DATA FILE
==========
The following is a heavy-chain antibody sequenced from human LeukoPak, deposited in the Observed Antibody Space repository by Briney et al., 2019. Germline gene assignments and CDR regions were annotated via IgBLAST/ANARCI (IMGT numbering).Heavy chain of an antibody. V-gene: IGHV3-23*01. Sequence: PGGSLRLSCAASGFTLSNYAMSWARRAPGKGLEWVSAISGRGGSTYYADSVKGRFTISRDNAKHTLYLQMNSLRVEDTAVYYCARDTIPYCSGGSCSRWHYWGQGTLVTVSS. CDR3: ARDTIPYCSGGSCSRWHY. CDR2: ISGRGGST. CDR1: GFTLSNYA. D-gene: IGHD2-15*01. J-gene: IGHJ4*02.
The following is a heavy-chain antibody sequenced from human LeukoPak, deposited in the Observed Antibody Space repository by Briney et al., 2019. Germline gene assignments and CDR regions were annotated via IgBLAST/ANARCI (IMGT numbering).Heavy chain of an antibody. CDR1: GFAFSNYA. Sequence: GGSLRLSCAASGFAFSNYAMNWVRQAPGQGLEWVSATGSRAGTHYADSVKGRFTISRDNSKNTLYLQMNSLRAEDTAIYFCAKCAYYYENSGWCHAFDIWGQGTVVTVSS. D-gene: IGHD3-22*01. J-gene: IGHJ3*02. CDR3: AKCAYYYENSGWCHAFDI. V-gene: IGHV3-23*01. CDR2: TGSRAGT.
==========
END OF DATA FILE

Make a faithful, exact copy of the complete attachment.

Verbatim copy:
The following is a heavy-chain antibody sequenced from human LeukoPak, deposited in the Observed Antibody Space repository by Briney et al., 2019. Germline gene assignments and CDR regions were annotated via IgBLAST/ANARCI (IMGT numbering).Heavy chain of an antibody. V-gene: IGHV3-23*01. Sequence: PGGSLRLSCAASGFTLSNYAMSWARRAPGKGLEWVSAISGRGGSTYYADSVKGRFTISRDNAKHTLYLQMNSLRVEDTAVYYCARDTIPYCSGGSCSRWHYWGQGTLVTVSS. CDR3: ARDTIPYCSGGSCSRWHY. CDR2: ISGRGGST. CDR1: GFTLSNYA. D-gene: IGHD2-15*01. J-gene: IGHJ4*02.
The following is a heavy-chain antibody sequenced from human LeukoPak, deposited in the Observed Antibody Space repository by Briney et al., 2019. Germline gene assignments and CDR regions were annotated via IgBLAST/ANARCI (IMGT numbering).Heavy chain of an antibody. CDR1: GFAFSNYA. Sequence: GGSLRLSCAASGFAFSNYAMNWVRQAPGQGLEWVSATGSRAGTHYADSVKGRFTISRDNSKNTLYLQMNSLRAEDTAIYFCAKCAYYYENSGWCHAFDIWGQGTVVTVSS. D-gene: IGHD3-22*01. J-gene: IGHJ3*02. CDR3: AKCAYYYENSGWCHAFDI. V-gene: IGHV3-23*01. CDR2: TGSRAGT.